Focusing on people who’ll live centuries or millennia from now can definitely feel weird, especially when there’s so much going on in the world today that seems so pressing. But I like to think about our current situation in the context of the history that got us here. There’s a lot to commend about our world and we owe much of that to people who came before us, and at least some of them were thinking pretty selflessly about prosperity. And likewise, there’s a lot that seems like it could’ve been better if previous generations had acted with a bit more foresight. One example is the founding of the US. The founders probably could’ve served their present generation pretty well by being less thoughtful and relying on the leadership of say George Washington as a powerful executive. Instead, while it was extremely far from perfect, they deliberated pretty hard to set a different precedent and come up with a system that would be good after their political cohort was long gone. On the flip side, the greenhouse effect was first proposed in the late 19th century, and certainly by the 1970s and 1980s people knew enough about climate change to at least have started investing in greener tech. But this is the classic story of shortsightedness. And look, if I were say a philanthropist or aid org back then, I probably would’ve thought “can we really think about funding low carbon energy when there’s millions of refugees and starving people, the threat of war between the US and Soviets, etc?” But had people back then gotten the ball rolling on sensible climate policies, just think how much better our current world, let alone the next century, could have been. Ironically, a lot of the problems that probably seemed more pressing back then, like poverty or conflict, would be a lot better now if people had had longer time horizons. So it seems like if we’re interested in helping people, one solid approach could be to think about how we can be good ancestors.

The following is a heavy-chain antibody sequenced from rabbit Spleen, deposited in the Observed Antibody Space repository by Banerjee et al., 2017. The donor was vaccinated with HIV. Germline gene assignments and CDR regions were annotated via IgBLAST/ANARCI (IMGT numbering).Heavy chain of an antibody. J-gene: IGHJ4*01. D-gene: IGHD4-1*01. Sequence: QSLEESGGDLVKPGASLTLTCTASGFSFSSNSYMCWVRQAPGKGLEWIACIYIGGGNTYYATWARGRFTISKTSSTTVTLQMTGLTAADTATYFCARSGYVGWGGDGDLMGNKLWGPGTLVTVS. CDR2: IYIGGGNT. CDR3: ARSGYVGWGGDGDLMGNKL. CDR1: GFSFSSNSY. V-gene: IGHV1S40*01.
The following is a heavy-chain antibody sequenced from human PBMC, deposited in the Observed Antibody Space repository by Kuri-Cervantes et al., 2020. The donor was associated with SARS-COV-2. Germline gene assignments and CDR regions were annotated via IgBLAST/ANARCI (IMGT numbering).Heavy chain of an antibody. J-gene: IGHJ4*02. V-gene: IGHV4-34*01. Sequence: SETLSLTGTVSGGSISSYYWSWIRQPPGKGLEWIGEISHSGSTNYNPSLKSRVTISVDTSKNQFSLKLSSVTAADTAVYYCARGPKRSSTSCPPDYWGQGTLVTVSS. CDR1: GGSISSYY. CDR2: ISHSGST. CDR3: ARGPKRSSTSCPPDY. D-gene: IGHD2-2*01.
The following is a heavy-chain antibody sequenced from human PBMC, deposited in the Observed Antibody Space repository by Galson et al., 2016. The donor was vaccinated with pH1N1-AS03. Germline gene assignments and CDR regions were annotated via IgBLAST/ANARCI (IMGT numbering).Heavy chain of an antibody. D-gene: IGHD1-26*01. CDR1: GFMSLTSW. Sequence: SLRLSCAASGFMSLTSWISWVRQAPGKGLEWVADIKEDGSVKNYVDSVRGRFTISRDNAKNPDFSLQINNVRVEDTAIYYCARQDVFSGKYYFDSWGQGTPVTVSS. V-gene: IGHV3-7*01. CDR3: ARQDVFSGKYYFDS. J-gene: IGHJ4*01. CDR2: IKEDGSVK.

Thanks for your submission!